http://sat.collegeboard.org/practice/sat-question-of-the-day?src=R&questionId=20130213 (This link takes you to today’s question. If you use my archive, you will see the question related to my SAT explanation for that date.)
The answer is B. As always, start with the topic and make a prediction before looking at the answers. Four of the answers are “distractors,” wrong answers that are designed to keep you from focusing on the right answer. They are just like distractions in real life; fishing often distracts me from cutting the lawn! Anyway, back to the question.
The topic of the sentence is signaled by the word “notwithstanding.” There’s going to be a change in direction. The second half of the sentence is going to be the opposite of the first half. Either his experience is lacking but he’s going to get the job or his experience is fine but he’s not going to be hired. Since this is the SAT, it is most likely going to be the first case!! Let’s see which it is. For answer A, both words are positive and consistent; so it is wrong. For answer B, there is a negative word then a positive word–looks good but we have to check the rest of the answers. For answer C, both words positive. Answer D looks attractive since it is positive and then too positive; so, let’s hang onto that one for a second. Answer E is two negative words; you can dismiss that one.
Back to D, if his experience was “useful,” then it couldn’t be “too useful,” or “overqualified.” That would make the hiring manager look bad. Read the sentence using those words. Now read the sentence using “limited” and “qualified for.” That sure sounds a lot better. There is a clear sense of things going from negative to positive. D goes from positive to negative which is a change in direction. However, having “useful” experience wouldn’t make him “overqualified” unless the hiring manager was not trying to find a good employee and then he wouldn’t be doing a good job himself! Let’s get rid of that answer.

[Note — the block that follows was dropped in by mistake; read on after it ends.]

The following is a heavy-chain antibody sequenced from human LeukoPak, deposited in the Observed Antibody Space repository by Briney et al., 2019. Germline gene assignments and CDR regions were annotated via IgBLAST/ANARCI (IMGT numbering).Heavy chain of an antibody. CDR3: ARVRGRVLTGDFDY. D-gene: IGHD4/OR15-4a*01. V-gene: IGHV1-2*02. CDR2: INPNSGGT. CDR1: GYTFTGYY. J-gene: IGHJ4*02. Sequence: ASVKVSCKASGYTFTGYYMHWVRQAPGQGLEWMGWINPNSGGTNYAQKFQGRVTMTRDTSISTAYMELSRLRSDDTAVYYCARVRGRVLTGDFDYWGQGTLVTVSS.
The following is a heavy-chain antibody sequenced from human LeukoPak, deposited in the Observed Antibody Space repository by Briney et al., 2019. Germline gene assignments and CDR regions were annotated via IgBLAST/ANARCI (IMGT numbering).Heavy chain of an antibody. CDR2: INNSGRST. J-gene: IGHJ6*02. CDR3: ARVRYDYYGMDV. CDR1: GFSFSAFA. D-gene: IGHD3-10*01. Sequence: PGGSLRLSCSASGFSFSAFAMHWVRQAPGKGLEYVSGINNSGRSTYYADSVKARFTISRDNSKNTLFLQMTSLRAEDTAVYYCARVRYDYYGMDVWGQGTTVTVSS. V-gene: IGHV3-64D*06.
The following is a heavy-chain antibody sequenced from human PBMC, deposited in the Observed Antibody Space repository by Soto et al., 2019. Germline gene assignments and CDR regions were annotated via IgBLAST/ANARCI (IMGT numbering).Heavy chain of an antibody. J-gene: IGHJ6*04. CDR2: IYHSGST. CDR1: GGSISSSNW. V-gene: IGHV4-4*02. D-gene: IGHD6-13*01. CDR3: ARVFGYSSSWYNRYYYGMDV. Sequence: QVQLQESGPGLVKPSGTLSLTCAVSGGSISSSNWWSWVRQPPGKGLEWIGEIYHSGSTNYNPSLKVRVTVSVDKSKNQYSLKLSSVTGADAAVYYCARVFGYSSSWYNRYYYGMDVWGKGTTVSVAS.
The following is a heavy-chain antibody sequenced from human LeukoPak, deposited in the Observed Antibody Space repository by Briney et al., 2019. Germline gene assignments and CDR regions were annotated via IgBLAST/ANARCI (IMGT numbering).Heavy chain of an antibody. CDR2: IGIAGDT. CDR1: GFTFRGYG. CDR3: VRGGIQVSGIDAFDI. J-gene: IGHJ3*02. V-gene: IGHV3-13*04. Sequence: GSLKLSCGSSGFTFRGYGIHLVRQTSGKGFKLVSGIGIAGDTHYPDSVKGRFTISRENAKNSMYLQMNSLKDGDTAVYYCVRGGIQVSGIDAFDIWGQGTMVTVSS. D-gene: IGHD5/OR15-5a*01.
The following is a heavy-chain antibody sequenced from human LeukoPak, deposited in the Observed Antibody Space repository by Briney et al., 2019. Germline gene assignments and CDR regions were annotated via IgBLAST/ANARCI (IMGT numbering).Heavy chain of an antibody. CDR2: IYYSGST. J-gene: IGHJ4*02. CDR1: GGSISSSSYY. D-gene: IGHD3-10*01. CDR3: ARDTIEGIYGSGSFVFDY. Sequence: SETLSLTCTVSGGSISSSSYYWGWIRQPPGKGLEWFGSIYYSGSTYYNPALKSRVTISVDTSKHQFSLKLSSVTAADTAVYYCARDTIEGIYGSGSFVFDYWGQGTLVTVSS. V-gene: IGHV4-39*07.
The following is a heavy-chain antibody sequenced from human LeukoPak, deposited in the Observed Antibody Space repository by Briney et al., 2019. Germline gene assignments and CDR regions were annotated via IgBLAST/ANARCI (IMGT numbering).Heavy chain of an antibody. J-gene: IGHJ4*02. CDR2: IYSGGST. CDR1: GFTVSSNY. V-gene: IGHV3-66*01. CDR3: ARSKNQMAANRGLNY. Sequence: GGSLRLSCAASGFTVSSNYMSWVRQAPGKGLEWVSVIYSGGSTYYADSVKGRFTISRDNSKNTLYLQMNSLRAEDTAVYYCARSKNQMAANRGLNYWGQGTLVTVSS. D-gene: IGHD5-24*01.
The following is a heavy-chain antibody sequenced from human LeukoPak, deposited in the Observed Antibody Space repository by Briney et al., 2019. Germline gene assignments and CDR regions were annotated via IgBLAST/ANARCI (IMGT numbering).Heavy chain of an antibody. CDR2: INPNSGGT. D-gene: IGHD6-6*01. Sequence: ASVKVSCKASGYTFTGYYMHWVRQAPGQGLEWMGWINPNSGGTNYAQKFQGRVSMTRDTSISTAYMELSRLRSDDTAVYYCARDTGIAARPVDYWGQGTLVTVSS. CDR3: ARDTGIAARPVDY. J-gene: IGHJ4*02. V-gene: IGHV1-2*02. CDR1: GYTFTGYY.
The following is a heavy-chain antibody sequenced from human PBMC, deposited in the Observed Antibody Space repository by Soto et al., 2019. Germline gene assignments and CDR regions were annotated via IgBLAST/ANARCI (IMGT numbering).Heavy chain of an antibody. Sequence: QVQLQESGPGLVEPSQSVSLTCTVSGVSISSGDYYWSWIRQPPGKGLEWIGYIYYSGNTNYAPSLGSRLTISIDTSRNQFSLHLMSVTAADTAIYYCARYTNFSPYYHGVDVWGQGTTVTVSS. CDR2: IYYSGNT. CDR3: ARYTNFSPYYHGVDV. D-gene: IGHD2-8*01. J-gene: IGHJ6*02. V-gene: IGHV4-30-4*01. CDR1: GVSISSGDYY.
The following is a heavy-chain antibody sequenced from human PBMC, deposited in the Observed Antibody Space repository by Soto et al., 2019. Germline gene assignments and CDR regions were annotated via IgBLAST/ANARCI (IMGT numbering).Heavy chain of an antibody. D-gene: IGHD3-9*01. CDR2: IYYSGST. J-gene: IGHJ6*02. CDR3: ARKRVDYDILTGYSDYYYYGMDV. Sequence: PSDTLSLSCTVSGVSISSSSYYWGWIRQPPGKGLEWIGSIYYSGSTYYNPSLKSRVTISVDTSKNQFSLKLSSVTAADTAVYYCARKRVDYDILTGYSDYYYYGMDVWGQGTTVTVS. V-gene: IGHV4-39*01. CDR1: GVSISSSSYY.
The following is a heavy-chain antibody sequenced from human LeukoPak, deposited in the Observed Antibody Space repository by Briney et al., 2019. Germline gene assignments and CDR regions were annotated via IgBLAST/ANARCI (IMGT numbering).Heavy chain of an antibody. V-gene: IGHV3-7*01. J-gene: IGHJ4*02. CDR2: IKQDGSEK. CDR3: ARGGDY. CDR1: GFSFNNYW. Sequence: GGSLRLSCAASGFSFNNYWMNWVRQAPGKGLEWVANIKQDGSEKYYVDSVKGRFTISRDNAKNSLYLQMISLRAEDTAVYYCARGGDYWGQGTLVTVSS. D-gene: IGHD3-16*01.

I wonder what the ACT test writers have prepared for us to start off this morning. I hope my followers in New England are out from under the snow.
http://www.act.org/qotd/ (The ACT staff does not put a date on their questions so if you click on an archived blog, you’ll get today’s question and the old explanation. Sorry. The SAT staff has dated their questions; so, the archive is helpful. The ACT folks simply don’t do that.)
The answer is F. In Experiment 1, we are told that one meter of the stick is above the ground and in Experiment 2, we are told, “the student repeated Experiment 1.” Case closed.
However, I was sure attracted to answer D for a few seconds. It is a terrific distractor. Choosing the same day of the year in the two locations would be a great idea to assure corresponding results in the two experiments. But there is no information assuring us that the experimenter did this. All we are told is that the experimental designed included dates that were at “three- or four-month intervals.” Maybe the student tried to do that but it was a cloudy day. Who knows? Anyway, you have to eliminate answers that would make sense (plausible) but aren’t supported by the passage’s information. That is just like the reading test; you can only pick answers that are based on the information you are given-not prior knowledge.
Here’s a big shout out to my new students at LHS! I hope missing your classes yesterday was worth our “in-school field trip.” Don’t forget, “The world of math is a world of patterns.” Now get back to AP Lang and say, “Hi,” to Ms. M for me and be sure to thank her for excusing you from class yesterday.